Molecular Microbiology and Immunology
Keck School of Medicine
- Cancer cell biology
- Alternative cell death pathway
- Intracellular membrane trafficking
- viral immune evasion
Research OverviewChengyu Liang Lab Research Overview
Research in my lab is centered on understanding the basic principle of cellular processes including apoptosis and autophagy, cell cycle regulation and genomic stability, as well as intracellular trafficking matrix in the development of cancer and infectious disease.
Being a lysosome-dependent quality control mechanism and house-cleaning activity of the cell, autophagy (Greek for self-eating) has been increasing recognized being essential for cells to maintain homeostasis and also protect the organism against diverse pathogens and cancerous cells. We have for the first time identified UVRAG (UV Radiation Resistance Associate Gene) as a robust autophagy activator and tumor suppressor. Using cutting-edge technology including proteomic study, confocal/live cell imaging, cell culture and murine models, we have been able to demonstrate the roles for UVRAG in autophagy pathway, in membrane trafficking, and in tumor development (refer to NCB 2006 8(7): 688-699; NCB 2008 10(7): 759-61; Current Opinion in cell biology 2010 22(2): 226-33). We will continue to probe the underlying mechanism of UVRAG-mediated autophagy and genomic stability in tumor growth and response to cancer therapy.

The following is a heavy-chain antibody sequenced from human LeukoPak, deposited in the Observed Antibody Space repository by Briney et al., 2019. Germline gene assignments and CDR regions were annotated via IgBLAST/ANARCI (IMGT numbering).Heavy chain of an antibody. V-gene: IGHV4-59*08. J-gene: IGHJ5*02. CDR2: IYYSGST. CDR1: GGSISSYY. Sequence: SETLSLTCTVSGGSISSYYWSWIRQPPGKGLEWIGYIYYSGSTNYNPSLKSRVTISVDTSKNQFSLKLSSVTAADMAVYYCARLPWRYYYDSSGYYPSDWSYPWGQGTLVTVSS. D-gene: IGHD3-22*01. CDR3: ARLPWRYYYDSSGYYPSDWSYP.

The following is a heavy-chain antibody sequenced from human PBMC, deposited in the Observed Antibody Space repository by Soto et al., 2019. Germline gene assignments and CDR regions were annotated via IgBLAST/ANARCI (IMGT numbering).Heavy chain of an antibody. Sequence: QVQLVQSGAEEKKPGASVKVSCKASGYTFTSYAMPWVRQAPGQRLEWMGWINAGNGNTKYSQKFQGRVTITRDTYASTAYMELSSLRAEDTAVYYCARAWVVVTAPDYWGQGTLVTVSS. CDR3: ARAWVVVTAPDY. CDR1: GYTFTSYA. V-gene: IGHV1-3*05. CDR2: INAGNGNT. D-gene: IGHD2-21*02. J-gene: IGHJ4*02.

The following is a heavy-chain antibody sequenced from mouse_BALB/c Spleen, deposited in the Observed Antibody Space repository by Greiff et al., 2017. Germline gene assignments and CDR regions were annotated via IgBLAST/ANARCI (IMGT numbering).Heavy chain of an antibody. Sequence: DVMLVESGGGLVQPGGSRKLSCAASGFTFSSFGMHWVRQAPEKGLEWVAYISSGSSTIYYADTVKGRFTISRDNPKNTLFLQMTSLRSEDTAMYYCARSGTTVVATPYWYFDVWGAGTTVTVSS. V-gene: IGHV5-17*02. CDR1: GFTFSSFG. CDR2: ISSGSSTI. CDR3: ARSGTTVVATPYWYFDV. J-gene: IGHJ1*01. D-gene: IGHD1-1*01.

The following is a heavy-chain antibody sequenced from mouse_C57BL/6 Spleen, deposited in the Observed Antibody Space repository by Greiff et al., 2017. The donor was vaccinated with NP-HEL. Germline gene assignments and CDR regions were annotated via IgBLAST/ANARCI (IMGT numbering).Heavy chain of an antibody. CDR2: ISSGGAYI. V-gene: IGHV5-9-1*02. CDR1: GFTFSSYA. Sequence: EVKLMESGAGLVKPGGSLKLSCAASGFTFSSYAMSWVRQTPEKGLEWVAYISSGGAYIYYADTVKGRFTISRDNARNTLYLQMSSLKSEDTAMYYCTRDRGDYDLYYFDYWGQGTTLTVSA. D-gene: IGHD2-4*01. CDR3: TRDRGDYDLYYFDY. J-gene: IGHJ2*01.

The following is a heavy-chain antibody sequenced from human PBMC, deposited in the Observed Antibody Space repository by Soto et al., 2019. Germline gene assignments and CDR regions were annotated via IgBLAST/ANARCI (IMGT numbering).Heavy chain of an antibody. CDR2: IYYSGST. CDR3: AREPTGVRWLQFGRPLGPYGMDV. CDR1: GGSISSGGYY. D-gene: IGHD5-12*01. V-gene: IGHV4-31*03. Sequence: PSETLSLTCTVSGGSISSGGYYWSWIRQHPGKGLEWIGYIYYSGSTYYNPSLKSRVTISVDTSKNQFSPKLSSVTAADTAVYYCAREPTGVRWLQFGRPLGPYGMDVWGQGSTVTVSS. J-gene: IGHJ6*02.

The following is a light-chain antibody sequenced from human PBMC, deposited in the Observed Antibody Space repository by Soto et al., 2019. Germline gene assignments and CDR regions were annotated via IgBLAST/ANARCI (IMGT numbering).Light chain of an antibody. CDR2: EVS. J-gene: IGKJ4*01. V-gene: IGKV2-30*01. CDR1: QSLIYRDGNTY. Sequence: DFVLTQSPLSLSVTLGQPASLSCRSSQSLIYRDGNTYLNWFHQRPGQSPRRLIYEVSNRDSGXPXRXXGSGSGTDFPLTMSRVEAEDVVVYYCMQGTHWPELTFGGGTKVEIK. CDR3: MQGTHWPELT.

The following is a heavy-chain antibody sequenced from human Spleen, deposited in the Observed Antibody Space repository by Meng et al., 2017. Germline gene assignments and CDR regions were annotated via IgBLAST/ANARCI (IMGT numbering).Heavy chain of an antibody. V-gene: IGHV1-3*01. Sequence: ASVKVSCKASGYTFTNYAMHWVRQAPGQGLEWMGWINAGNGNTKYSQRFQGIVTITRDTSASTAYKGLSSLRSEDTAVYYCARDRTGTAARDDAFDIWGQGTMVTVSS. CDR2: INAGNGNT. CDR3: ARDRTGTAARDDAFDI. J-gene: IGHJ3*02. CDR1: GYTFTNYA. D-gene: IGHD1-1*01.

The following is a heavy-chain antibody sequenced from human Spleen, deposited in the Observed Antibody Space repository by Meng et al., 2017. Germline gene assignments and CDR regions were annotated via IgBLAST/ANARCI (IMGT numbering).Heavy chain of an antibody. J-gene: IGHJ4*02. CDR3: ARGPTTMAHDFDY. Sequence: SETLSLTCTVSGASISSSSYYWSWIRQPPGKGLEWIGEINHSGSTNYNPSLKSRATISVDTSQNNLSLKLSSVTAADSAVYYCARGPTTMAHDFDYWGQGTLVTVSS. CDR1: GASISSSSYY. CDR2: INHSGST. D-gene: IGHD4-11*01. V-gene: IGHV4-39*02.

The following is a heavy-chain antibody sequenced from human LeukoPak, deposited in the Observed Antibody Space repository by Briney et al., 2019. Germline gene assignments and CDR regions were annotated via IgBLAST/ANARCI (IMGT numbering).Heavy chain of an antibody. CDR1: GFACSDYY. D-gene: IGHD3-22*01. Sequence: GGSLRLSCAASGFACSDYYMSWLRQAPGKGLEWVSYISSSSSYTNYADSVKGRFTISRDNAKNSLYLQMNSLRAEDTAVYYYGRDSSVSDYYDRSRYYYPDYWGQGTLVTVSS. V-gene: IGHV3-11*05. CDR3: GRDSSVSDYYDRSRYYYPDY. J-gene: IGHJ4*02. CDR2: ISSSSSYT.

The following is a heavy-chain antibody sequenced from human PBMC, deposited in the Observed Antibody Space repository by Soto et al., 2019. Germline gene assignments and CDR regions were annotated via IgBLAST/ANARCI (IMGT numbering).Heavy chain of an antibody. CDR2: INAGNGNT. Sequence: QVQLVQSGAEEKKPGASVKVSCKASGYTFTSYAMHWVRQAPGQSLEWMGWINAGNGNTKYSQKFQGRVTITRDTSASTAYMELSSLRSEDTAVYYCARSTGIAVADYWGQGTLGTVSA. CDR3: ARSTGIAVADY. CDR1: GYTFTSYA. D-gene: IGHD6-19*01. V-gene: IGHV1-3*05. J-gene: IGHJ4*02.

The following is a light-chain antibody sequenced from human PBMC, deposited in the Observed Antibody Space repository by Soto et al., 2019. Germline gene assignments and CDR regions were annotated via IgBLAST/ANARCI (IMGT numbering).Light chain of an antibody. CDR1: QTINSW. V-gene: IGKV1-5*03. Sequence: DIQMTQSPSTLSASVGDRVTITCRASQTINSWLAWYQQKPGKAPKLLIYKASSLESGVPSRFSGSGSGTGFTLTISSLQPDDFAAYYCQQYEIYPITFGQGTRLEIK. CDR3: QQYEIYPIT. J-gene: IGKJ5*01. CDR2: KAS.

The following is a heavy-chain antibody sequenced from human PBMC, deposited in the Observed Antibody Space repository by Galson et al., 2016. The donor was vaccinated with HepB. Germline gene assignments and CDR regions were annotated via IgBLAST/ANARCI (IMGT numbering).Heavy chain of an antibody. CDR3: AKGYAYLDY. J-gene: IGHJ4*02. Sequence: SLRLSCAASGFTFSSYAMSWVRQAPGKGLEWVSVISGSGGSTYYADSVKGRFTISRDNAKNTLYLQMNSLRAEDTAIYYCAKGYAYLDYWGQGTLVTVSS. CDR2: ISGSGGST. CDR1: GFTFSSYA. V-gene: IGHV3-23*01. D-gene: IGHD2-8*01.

Furthermore, we have established that the viral Bcl-2 (vBcl-2) of the γ-Herpesviruses (γ-HVs) family suppresses autophagy by directly targeting a key autophagy effector protein, Beclin1, and that vBcl-2s of γ-HVs has evolved enhanced anti-autophagic activity when compared to their host counterpart (PLoS Pathogen 2009 5(10)). We have investigated the functional significance and distinct contribution of virus-mediated autophagy and apoptosis inhibition in viral virulence. Rigorous efforts will continue to further explore the complex interaction between cells’ homeostatic and safeguard processes and viral entry, infection, and pathogenesis.
We believe our studies will not only unravel the molecular basis of ‘day job’ of important cellular process, but also help translate these information to more effective cancer therapy and infection control.